No Nuclear Traces as South Korean Chosen As Next UN Chief
With ironic timing, South Korean Foreign Minister Ban Ki-moon was nominated today as the next Secretary-General of the United Nations to succeed the embattled Kofi Annan.
The 192-member U.N. General Assembly must give final approval to Ban's nomination, which usually follows within a week or two. That vote is expected to be positive for the first Asian secretary-general since U Thant of Burma in 1961-1971.
Ban, speaking to reporters in Seoul after the Security Council vote, said North Korea's reported test was "a grave and direct threat to peace and stability on the Korean peninsula and northeast Asia."
"This should be a moment of joy but instead I stand here with a very heavy heart," he said.
This as the US detected second North Korea blast.
“We are aware that there was a sub-kilotonne explosion in North Korea,” said the official. “We have not been able to determine at this point whether it was in fact nuclear.”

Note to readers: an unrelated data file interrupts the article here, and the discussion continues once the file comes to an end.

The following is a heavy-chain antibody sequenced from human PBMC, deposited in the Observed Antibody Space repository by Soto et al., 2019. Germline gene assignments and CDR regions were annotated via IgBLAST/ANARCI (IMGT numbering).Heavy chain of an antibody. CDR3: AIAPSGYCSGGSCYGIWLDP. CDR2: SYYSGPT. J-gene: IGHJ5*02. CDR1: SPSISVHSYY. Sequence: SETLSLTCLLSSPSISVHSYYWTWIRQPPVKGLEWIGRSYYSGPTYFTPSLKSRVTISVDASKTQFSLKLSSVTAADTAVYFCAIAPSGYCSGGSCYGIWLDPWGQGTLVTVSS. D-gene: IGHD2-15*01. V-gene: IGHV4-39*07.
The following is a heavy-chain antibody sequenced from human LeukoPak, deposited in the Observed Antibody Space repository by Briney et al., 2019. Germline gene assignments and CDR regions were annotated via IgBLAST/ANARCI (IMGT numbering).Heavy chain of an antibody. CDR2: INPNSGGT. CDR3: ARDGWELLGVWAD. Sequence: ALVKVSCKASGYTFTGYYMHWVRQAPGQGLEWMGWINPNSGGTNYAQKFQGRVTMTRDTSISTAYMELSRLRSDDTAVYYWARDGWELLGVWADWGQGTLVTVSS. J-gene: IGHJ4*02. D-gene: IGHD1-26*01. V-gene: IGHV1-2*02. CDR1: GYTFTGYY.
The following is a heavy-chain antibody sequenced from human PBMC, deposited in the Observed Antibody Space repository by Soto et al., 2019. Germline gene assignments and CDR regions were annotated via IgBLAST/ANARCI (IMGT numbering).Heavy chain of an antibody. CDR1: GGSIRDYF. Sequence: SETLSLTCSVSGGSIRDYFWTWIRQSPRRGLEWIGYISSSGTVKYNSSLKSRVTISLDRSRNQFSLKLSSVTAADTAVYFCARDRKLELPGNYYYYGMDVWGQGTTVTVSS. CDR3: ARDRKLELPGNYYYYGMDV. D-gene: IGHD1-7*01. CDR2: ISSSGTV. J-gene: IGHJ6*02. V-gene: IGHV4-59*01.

This is an important observation. There has yet to be any detected trace of atomic particles. While it would seem illogical for North Korea to attempt to fake a nuclear detonation - even more potentially damaging to the state than an actual test - reason would not the strong suit of a regime that starves its own people.
But, in the first North Korean statement, one line stood out from the very beginning as strange.
"It has been confirmed that there was no such danger as radioactive emission in the course of the nuclear test as it was carried out under scientific consideration and careful calculation."
It is at least curious from a regime that fully intends the test to be widely publicized and intensely provocative to be immediately concerned with zero radiation emission. And considering the very low (relatively) blast levels, it all adds up to at least cast doubt.
Pause for more information before concluding definitively that this was a nuclear test. There's a fair chance it may not have been that at all. North Korea's nuclear program has been thus far been used as a blackmail-enabling bartering chip. It may be that still.